Somar ended his email by saying that the decision by the AFC to accept the unilateral appointment was a major strategic blunder since it could have provided the perfect opportunity to stand its ground and “shake the foundation of the PNC dominated coalition and maintain its independence, leverage and credibility.”

‘Backfired’

AFC Executives Cathy Hughes, Dominic Gaskin and David Patterson, who are also ministers of government,  also expressed their views on the decision.

Gaskin said that the decision was entirely the President’s as catered for by the constitution as it was crafted providing for a preferred approach but also provides for a unilateral appointment should that approach fails.

But while he made the constitutional grounding point, he also faulted the President for not frontally dealing with criticisms made by Opposition Leader Bharrat Jagdeo from the beginning of the process.

“Even more unfortunately, while the leader of the opposition has been elaborating on this matter at every opportunity over the last six months, the President has been issuing cryptic one-liners presumably to maintain some strategic advantage over Jagdeo,” he stated.

“I believe this has backfired badly since Jagdeo had predicted a unilateral appointment and it has now come to pass, making him the more credible messenger in the eyes of a large section of our population. It also allows him to better exploit the PNC’s track record on elections,” he added.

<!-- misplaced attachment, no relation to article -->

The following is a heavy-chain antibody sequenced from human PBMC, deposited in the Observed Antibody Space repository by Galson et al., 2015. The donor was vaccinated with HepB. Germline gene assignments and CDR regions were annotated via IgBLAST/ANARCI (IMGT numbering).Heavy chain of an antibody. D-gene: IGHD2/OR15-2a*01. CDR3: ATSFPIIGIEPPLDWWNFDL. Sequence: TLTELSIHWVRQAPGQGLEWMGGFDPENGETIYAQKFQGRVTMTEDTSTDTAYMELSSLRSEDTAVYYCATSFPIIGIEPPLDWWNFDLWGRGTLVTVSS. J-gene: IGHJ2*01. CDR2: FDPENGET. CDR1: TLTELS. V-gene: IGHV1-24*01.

According to Gaskin the party was not consulted but it did not expect to be given that it felt that the constitution gives the President that prerogative and feels that it was one good thing that came out in the statement.

But he told members that the AFC executive kept silent for too long waiting for the President to get it right since if they had a problem with his decisions they should have immediately spoken up.

“If we had any problem with what was happening before we should have raised it before. We did not and so we cannot suddenly raise concerns as if we’ve just woken up”, he said.

For Gaskin, who is also the son-in-law of the President, the party has to give support in order to maintain confidence in the country’s institutions and in the APNU+AFC’s commitment to free and fair elections.

He made clear that he was “not happy” with the outcome of the decision but he did not think there was anything the AFC could have done to prevent it.

‘Unwanted precedence’

For former General Secretary of the AFC and Minister of Public Infrastructure David Patterson, the unilateral appointment evokes in him several issues not with the fear of rigging of elections, as he too feels that this assertion is unfounded, but for a seeming drift from the party’s ideology.

He explained, “On assuming office one of my friends reminded me that we (the government) should only be making decisions that we would be comfortable with in or out of office. Were we out of office, would we accept such a decision to unilaterally appoint a Chairman?  The answer is No. Therein lies my first issue- why are we accepting it now?” he asks.

“As a legal eagle you are well aware of precedencies. This appointment now sets an unwanted political precedence in our country- Ramotar and the PPP paid a heavy price for setting a precedence when they prorogued parliament in 2014. We should not be the party supporting loopholes or “tiebreaking clauses” in our constitution. These should only be used in last resort. Remember the saying ‘ Not only must justice be done; it must also be seen to be done’- this decision fails on the appearance test,” he added while pointing out that AFC Chairman Khemraj Ramjattan and party leader Raphael Trotman must have known that their advice to the President that he could appoint unilaterally would not fare well with members, himself for example.